Bad versions of ssh binaries were made available for subscriber use from RedHat servers. This did not involve a compromise of their key system. My "between the lines" part suggests that their internal source repository was compromised and the bad code was then compiled through normal channels which dodged needing to break into their hardware-keyed signing process.

As RedHat does NOT distribute binaries by means other than RHN subscription, this suggests that because the trojaned code was compiled through their normal channels it was released through the RHN process. I have seen one machine in the field running the code that matched their md5sum on the binariy and I know that machine was pulling from a sattelite server (which pulls from RHN).

RedHat does not curently use yum for their repositories. Yum is used by Fedora.

On Sun, Aug 31, 2008 at 9:34 PM, Jeff Lightner <jlightner-brerBYBDEKgAvxtiuMwx3w@public.gmane.org> wrote:

I'd think so.

Remember however that the "download" issue is only if you're NOT getting
your downloads via RedHat Network (RHN) subscriptions.  If you are
getting them via subscriptions then what you got was never compromised.
If you've been getting your "downloads" via yum from official
repositories then they weren't compromised based on my read of the
official alert issued by RedHat.


-----Original Message-----
From: ale-bounces-S6NtOCTnm14@public.gmane.org [mailto:ale-bounces-S6NtOCTnm14@public.gmane.org] On Behalf Of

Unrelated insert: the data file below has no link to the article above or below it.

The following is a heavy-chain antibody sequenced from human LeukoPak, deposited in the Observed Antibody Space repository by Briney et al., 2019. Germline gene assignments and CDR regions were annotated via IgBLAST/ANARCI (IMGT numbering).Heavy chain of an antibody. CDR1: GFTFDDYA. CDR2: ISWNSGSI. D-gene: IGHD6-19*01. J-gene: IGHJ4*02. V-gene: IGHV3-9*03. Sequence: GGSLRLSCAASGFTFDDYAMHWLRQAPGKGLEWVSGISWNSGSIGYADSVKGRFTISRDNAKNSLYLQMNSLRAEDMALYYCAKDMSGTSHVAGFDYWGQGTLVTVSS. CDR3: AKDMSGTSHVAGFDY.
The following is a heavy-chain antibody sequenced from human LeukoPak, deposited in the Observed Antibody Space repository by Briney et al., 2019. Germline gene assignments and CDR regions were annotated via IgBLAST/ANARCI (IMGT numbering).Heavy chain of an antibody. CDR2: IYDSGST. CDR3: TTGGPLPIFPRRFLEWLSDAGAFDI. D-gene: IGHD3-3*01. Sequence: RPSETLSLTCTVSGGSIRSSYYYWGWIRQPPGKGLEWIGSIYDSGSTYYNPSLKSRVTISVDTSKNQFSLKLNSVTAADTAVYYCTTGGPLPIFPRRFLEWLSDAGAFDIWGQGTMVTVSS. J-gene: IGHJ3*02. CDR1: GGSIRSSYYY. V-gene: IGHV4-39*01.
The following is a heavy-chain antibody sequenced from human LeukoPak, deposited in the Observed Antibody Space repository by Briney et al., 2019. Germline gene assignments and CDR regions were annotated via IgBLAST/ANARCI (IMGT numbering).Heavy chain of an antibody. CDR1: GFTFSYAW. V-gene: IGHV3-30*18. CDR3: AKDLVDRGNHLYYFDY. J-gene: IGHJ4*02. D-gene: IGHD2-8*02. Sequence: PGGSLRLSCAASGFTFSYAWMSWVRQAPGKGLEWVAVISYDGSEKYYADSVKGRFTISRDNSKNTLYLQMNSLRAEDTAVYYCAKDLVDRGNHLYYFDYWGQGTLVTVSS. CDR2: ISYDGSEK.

Scott Castaline
Sent: Sunday, August 31, 2008 5:18 PM
To: Atlanta Linux Enthusiasts
Subject: [ale] Recent events with RH/Fedora servers.

With the recent events happening with theses servers would a downloaded
image file that was downloaded during the time frame involved and again
on 8/29/08 share the same SHA1 hash could I consider the first one as
safe to use?
_______________________________________________
Ale mailing list
Ale-S6NtOCTnm14@public.gmane.org
http://mail.ale.org/mailman/listinfo/ale

----------------------------------
CONFIDENTIALITY NOTICE: This e-mail may contain privileged or confidential information and is for the sole use of the intended recipient(s). If you are not the intended recipient, any disclosure, copying, distribution, or use of the contents of this information is prohibited and may be unlawful. If you have received this electronic transmission in error, please reply immediately to the sender that you have received the message in error, and delete it. Thank you.
----------------------------------


_______________________________________________
Ale mailing list
Ale-S6NtOCTnm14@public.gmane.org
http://mail.ale.org/mailman/listinfo/ale




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--
James P. Kinney III

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Jim Popovitch | 2 Sep 17:19 2008

Re: significance of -> 802.11/a/b/g connectivity

2008/9/2 Stephen Benjamin <skbenja@...>:
> 802.11b and g both run around the 2.4GHz radio spectrum, b is limited to
> speeds of up to 11mbps whereas G can get up to 54mbps.  Lower frequencies
> can penetrate walls better and travel further.  a is also 54mbps but runs at
> 5GHz.
>
> b is rare nowadays, with g being the most common.  a is rare, but there's a
> few random 802.11a access points out there.

I run nothing but b, 90% of the time.   g is great in perfect worlds,
but b is much more likely to work across varied hardware and software
drivers.

-Jim P.
Courtney Thomas | 2 Sep 17:28 2008
Picon

Re: 802.11/a/b/g, thanx 2 all, but what do you recommend & why ?


----- Original Message ----- 
From: "Brian Pitts" <brian@...>
To: <ale@...>
Sent: Tuesday, September 02, 2008 8:48 AM
Subject: Re: [ale] significance of -> 802.11/a/b/g connectivity

> Courtney Thomas wrote:
> > What is the significance of connectivity a/b/g as opposed to not having
all
> > three [e.g. only, say b, instead of a,b & g] for a wireless card, please
?
>
> http://en.wikipedia.org/wiki/802.11#Protocols
> _______________________________________________
> Ale mailing list
> Ale@...
> http://mail.ale.org/mailman/listinfo/ale

Gmane